When peace like a river, attendeth my way, When sorrows like sea billows roll; Whatever my lot, Thou hast taught me to know,a It is well, it is well, with my soul.
Refrain: It is well, (it is well), With my soul, (with my soul) It is well, it is well, with my soul.
Though Satan should buffet, though trials should come, Let this blest assurance control, That Christ has regarded my helpless estate, And hath shed His own blood for my soul.
My sin — oh, the bliss of this glorious thought! — My sin — not in part but the whole, — Is nailed to the cross, and I bear it no more, Praise the Lord, praise the Lord, O my soul!
For me, be it Christ, be it Christ hence to live: If Jordan above me shall roll, No pang shall be mine, for in death as in life, Thou wilt whisper Thy peace to my soul.
But Lord, 'tis for Thee, for Thy coming we wait, The sky, not the grave, is our goal; Oh, trump of the angel! Oh, voice of the Lord! Blessed hope, blessed rest of my soul.
And Lord, haste the day when my faith shall be sight, The clouds be rolled back as a scroll; The trump shall resound, and the Lord shall descend, A song in the night, oh my soul! b
a "know" (at the end of the third line) was changed to "say". b "A song in the night, oh my soul" (last line) was changed to "Even so, it is well with my soul".
"It Is Well with My Soul" is a hymn penned by hymnist Horatio Spafford and composed by Philip Bliss. It is possibly the most influential and enduring in the Bliss repertoire and is often taken as a choral model, appearing in hymnals of a wide variety of Christian fellowships.
This hymn was written after traumatic events in Spafford’s life. The first was the death of their only son from Scarlet Fever in 1870. Second was the 1871 Great Chicago Fire which ruined him financially (he had been a successful lawyer and had invested significantly in property in the area of Chicago which was decimated by the great fire). His business interests were further hit by the economic downturn of 1873 at which time he had planned to travel to Europe with his family on the SS Ville du Havre. In a late change of plan, he sent the family ahead while he was delayed on business concerning zoning problems following the Great Chicago Fire. While crossing the Atlantic, the ship sank rapidly after a collision with a sea vessel, the Loch Earn, and all four of Spafford's daughters died. His wife Anna survived and sent him the now famous telegram, "Saved alone …". Shortly afterwards, as Spafford traveled to meet his grieving wife, he was inspired to write these words as his ship passed near where his daughters had died.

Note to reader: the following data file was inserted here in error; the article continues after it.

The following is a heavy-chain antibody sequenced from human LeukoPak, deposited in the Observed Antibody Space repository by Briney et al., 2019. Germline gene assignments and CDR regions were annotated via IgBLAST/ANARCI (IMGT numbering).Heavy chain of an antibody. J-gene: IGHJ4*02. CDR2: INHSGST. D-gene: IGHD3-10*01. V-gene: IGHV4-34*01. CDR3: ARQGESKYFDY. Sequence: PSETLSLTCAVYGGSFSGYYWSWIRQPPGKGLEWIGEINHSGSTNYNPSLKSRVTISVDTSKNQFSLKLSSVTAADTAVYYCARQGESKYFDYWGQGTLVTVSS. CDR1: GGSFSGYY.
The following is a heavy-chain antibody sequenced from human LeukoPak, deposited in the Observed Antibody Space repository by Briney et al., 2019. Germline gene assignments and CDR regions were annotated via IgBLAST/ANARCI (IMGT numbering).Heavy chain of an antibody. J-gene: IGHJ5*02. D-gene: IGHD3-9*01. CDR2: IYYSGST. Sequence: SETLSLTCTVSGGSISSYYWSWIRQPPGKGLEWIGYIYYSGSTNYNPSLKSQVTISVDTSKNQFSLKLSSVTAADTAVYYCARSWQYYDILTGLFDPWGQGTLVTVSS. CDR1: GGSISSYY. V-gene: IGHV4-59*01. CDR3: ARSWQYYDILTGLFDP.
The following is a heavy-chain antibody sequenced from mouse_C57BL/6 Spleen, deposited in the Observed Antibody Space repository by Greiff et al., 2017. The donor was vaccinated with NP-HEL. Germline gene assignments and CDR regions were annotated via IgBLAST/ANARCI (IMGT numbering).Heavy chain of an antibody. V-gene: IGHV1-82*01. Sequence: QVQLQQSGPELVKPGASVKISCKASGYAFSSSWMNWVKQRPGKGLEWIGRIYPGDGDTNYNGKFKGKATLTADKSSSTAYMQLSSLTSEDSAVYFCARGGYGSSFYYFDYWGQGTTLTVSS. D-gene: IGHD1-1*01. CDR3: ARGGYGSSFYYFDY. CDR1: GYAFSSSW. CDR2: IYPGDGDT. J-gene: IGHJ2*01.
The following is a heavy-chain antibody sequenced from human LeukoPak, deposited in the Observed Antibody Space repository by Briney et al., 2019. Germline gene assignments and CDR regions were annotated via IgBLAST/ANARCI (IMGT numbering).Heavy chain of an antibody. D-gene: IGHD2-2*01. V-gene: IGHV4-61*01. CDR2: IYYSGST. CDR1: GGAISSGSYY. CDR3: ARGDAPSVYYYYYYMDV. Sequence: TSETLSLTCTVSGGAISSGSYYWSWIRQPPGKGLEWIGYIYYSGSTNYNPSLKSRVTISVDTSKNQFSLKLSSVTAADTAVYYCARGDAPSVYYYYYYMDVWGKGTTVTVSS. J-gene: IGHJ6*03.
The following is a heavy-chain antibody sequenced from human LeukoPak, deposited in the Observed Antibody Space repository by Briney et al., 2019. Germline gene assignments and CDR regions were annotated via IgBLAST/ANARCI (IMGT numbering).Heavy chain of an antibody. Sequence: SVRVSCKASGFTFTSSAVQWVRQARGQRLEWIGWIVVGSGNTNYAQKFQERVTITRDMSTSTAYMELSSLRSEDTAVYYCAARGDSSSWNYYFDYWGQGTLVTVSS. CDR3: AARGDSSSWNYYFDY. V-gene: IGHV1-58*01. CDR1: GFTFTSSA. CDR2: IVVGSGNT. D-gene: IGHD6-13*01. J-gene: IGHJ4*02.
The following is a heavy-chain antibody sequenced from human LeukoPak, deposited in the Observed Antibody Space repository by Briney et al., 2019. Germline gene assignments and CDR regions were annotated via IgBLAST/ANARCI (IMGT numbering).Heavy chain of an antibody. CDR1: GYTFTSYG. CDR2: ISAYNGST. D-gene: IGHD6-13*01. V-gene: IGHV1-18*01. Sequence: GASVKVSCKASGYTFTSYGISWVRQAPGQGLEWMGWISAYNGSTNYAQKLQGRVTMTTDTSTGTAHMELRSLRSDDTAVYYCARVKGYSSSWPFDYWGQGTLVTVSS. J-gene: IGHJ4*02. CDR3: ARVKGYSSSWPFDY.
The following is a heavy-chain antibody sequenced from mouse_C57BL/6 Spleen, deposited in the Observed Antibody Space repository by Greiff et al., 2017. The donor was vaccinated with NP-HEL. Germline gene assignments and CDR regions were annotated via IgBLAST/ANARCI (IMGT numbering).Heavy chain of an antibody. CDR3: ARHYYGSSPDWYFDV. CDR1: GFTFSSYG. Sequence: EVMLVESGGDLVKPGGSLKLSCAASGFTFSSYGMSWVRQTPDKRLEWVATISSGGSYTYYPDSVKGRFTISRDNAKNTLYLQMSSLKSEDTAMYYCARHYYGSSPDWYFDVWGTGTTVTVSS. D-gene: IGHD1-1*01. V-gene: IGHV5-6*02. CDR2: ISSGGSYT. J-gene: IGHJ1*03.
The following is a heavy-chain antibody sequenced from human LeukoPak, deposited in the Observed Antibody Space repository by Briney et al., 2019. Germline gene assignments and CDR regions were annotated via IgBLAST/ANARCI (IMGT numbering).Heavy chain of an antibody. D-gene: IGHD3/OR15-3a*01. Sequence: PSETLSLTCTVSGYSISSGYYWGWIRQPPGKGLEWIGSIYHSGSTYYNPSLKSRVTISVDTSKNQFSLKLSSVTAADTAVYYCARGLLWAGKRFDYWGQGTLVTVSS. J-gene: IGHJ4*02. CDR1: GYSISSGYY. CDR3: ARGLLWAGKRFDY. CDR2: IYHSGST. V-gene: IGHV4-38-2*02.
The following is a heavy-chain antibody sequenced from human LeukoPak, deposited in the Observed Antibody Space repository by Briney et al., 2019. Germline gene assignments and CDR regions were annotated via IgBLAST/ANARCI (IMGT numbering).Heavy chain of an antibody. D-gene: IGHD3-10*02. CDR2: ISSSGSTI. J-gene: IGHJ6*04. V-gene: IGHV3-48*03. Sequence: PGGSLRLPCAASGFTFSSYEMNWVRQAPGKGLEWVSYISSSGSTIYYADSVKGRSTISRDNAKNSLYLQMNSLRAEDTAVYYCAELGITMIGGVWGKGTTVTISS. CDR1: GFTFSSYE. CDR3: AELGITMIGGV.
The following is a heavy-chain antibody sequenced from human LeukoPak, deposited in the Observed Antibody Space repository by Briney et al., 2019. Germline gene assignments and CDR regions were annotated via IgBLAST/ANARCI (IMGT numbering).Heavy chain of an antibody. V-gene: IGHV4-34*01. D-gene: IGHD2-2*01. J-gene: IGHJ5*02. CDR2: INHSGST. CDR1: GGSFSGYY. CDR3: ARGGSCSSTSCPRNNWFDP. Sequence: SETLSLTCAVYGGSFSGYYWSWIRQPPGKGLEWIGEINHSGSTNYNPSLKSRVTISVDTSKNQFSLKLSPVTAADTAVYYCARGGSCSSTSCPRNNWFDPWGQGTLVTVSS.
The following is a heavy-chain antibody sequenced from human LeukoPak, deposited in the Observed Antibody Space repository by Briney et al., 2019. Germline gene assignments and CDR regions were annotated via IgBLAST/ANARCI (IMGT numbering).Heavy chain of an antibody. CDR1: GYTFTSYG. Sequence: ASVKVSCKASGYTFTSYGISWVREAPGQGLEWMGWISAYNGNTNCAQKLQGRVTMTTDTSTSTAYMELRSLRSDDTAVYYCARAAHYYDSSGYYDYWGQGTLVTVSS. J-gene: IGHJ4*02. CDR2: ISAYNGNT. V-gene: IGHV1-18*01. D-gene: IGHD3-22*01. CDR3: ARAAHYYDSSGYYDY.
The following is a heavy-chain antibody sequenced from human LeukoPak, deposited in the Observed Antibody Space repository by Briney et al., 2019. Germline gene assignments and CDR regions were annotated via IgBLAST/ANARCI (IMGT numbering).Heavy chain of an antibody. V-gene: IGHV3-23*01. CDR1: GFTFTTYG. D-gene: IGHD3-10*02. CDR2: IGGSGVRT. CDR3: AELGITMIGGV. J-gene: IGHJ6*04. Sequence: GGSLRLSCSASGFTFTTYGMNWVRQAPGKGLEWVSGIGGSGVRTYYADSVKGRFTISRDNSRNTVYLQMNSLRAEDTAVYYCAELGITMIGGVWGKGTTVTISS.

Bliss called his tune Ville du Havre, from the name of the stricken vessel.
^"History". Kosinski Studio. Retrieved March 26, 2013.
^Although the obvious presence of a refrain makes the item technically a gospel song vice a hymn in the strict sense, it has a remarkably sustained and sonorous quality which makes it comparable to the stateliest hymns in both Protestant and Roman Catholic hymnody. It has been prolifically translated and has demonstrated an appeal in various cultures.